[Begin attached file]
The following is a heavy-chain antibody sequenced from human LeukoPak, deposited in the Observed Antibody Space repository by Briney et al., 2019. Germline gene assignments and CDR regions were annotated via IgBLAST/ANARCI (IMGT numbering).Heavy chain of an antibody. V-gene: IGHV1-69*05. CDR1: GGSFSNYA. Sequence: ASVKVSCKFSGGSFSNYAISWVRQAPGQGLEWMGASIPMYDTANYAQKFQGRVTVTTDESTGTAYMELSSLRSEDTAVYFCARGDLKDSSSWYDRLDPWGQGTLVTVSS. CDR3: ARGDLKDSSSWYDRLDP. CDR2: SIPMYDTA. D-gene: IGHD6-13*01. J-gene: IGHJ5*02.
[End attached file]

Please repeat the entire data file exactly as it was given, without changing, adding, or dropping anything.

The following is a heavy-chain antibody sequenced from human LeukoPak, deposited in the Observed Antibody Space repository by Briney et al., 2019. Germline gene assignments and CDR regions were annotated via IgBLAST/ANARCI (IMGT numbering).Heavy chain of an antibody. V-gene: IGHV1-69*05. CDR1: GGSFSNYA. Sequence: ASVKVSCKFSGGSFSNYAISWVRQAPGQGLEWMGASIPMYDTANYAQKFQGRVTVTTDESTGTAYMELSSLRSEDTAVYFCARGDLKDSSSWYDRLDPWGQGTLVTVSS. CDR3: ARGDLKDSSSWYDRLDP. CDR2: SIPMYDTA. D-gene: IGHD6-13*01. J-gene: IGHJ5*02.